Hello! I am Jacqueline Hicks. I write about the international political economy of data. I have also written on governance, democratisation and political Islam. I teach digital politics, international development and Asian politics. My area specialism is Southeast Asia, in particular... Continue Reading →
Several emerging economies have expressed interest in adopting a different model of digital capitalism based on economically exploiting the personal data collected by the state in the process of welfare dispersal. This article describes its progenitor, the “India Stack,” drawing... Continue Reading →
There is a global standoff going on about who stores your data. At the close of June’s G20 summit in Japan, a number of developing countries refused to sign an international declaration on data flows – the so-called Osaka Track. Part of... Continue Reading →
Indonesia is well-placed for China’s ambitious Belt and Road Initiative (BRI). But despite a slew of investment promises, problems around land acquisition, construction permits and the politicisation of Chinese investment have hampered plans. With the Indonesian presidential and legislative elections just around the corner in April 2019, the situation is unlikely to improve anytime soon.
As the United Kingdom considers post-Brexit trade opportunities outside the European Union, this briefing looks at the potential for greater cooperation with Indonesia. It finds that the UK can mitigate its reduced bargaining power outside the EU by providing targeted, practical trade facilitation measures in exchange for increased investment opportunities. Becoming an agile and dynamic economic partner in comparison with the EU’s bureaucratic approach chimes well with the small business background of Indonesia’s President Widodo.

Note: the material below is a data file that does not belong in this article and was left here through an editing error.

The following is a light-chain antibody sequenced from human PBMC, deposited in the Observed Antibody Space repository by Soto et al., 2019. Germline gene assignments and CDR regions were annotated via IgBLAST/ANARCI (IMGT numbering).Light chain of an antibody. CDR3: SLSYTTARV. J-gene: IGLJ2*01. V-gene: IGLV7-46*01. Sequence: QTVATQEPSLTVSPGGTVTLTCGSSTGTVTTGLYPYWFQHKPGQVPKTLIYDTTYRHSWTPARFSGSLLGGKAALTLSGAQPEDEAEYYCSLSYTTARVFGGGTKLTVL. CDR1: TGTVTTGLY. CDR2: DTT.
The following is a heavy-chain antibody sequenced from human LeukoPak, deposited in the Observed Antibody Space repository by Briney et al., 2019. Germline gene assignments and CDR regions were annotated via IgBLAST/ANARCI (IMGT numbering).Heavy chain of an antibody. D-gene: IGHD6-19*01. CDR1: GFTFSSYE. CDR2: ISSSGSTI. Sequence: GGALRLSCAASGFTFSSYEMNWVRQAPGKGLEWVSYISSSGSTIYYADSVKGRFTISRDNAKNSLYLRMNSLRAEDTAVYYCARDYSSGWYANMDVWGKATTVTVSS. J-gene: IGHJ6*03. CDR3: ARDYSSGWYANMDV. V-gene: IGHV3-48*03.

The deeper the internet infiltrates our daily lives, the more interesting it becomes to study. With universities now introducing courses in Internet Studies and Digital Culture, they are effectively defining a new digital ‘place’ that requires a unique set of skills and knowledge to understand it. But if the online environment really is a new place, where does that leave area studies specialists interested in the digital? Does it make our region-specific knowledge redundant? Or is it precisely the careful attention to power and place which defines area studies scholarship that this growing field needs?
A common vision of the future of digital humanities is that some of the techniques will become so widely used as to be practically absorbed into mainstream humanities methods. They will become so unremarkable as to not even deserve their special classification as digital. But there are also indications of an opposite trend, where the methods become part of a wider “discipline of the digital.”
There is something about the digital humanities community which makes it a particular pleasure to engage with. My experience of DH events has been of meeting people who are already respected in their own fields, but are not afraid to put themselves into what is, after all, the vulnerable position of learning something completely new.
Whenever I see another piece of research using social media data, I must admit I roll my eyes. Social media will only ever capture the voices of the urban young – the type of people who have less difficulty in getting their voices heard than the poor and relatively less educated rural population. The shorthand way I use to express this is “peasants don’t blog” and I fret about the future of the social sciences where funding and focus will increasingly leave out the voices of this already disenfranchised majority.